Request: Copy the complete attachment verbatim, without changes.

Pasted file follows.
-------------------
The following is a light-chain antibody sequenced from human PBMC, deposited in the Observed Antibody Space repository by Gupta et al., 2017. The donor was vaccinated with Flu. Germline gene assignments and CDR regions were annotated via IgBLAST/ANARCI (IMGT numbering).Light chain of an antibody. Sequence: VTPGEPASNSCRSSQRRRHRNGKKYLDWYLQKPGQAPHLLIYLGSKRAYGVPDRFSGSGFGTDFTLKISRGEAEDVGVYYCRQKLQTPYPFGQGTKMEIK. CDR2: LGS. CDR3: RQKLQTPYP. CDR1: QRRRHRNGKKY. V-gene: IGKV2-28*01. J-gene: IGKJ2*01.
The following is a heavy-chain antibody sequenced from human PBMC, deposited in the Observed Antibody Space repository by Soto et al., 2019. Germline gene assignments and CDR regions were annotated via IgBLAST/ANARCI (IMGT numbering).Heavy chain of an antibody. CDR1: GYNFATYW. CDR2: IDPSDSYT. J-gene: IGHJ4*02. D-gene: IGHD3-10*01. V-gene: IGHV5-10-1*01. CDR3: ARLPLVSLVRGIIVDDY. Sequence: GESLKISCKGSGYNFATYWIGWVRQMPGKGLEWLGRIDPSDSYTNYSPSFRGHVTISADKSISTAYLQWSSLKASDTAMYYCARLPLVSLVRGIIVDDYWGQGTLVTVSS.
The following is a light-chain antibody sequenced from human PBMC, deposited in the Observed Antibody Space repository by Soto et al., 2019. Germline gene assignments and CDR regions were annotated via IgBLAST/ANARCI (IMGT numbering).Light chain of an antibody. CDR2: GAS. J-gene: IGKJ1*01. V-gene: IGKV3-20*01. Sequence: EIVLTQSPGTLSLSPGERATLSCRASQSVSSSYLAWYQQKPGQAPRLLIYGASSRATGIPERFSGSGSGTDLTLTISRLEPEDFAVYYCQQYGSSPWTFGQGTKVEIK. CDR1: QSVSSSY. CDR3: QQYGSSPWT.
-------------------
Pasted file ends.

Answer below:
The following is a light-chain antibody sequenced from human PBMC, deposited in the Observed Antibody Space repository by Gupta et al., 2017. The donor was vaccinated with Flu. Germline gene assignments and CDR regions were annotated via IgBLAST/ANARCI (IMGT numbering).Light chain of an antibody. Sequence: VTPGEPASNSCRSSQRRRHRNGKKYLDWYLQKPGQAPHLLIYLGSKRAYGVPDRFSGSGFGTDFTLKISRGEAEDVGVYYCRQKLQTPYPFGQGTKMEIK. CDR2: LGS. CDR3: RQKLQTPYP. CDR1: QRRRHRNGKKY. V-gene: IGKV2-28*01. J-gene: IGKJ2*01.
The following is a heavy-chain antibody sequenced from human PBMC, deposited in the Observed Antibody Space repository by Soto et al., 2019. Germline gene assignments and CDR regions were annotated via IgBLAST/ANARCI (IMGT numbering).Heavy chain of an antibody. CDR1: GYNFATYW. CDR2: IDPSDSYT. J-gene: IGHJ4*02. D-gene: IGHD3-10*01. V-gene: IGHV5-10-1*01. CDR3: ARLPLVSLVRGIIVDDY. Sequence: GESLKISCKGSGYNFATYWIGWVRQMPGKGLEWLGRIDPSDSYTNYSPSFRGHVTISADKSISTAYLQWSSLKASDTAMYYCARLPLVSLVRGIIVDDYWGQGTLVTVSS.
The following is a light-chain antibody sequenced from human PBMC, deposited in the Observed Antibody Space repository by Soto et al., 2019. Germline gene assignments and CDR regions were annotated via IgBLAST/ANARCI (IMGT numbering).Light chain of an antibody. CDR2: GAS. J-gene: IGKJ1*01. V-gene: IGKV3-20*01. Sequence: EIVLTQSPGTLSLSPGERATLSCRASQSVSSSYLAWYQQKPGQAPRLLIYGASSRATGIPERFSGSGSGTDLTLTISRLEPEDFAVYYCQQYGSSPWTFGQGTKVEIK. CDR1: QSVSSSY. CDR3: QQYGSSPWT.